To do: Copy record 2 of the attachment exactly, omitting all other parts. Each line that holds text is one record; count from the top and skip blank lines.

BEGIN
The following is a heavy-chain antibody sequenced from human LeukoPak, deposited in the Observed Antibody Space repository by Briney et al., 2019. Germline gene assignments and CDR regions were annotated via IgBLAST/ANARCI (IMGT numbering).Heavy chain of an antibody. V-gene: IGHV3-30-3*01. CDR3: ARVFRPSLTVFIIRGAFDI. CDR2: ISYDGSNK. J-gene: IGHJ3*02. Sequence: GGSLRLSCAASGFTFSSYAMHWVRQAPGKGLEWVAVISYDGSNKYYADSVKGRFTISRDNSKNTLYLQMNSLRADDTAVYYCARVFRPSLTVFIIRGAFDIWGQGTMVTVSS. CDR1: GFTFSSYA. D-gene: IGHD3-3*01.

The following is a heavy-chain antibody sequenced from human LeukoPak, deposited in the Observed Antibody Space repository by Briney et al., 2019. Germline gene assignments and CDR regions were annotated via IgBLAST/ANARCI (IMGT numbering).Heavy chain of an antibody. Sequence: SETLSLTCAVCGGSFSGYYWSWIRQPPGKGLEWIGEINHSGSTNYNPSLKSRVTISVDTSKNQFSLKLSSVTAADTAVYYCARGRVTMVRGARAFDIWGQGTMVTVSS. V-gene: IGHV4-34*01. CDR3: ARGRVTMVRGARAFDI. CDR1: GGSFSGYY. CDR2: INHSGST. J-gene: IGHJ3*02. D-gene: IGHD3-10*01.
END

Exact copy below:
The following is a heavy-chain antibody sequenced from human LeukoPak, deposited in the Observed Antibody Space repository by Briney et al., 2019. Germline gene assignments and CDR regions were annotated via IgBLAST/ANARCI (IMGT numbering).Heavy chain of an antibody. Sequence: SETLSLTCAVCGGSFSGYYWSWIRQPPGKGLEWIGEINHSGSTNYNPSLKSRVTISVDTSKNQFSLKLSSVTAADTAVYYCARGRVTMVRGARAFDIWGQGTMVTVSS. V-gene: IGHV4-34*01. CDR3: ARGRVTMVRGARAFDI. CDR1: GGSFSGYY. CDR2: INHSGST. J-gene: IGHJ3*02. D-gene: IGHD3-10*01.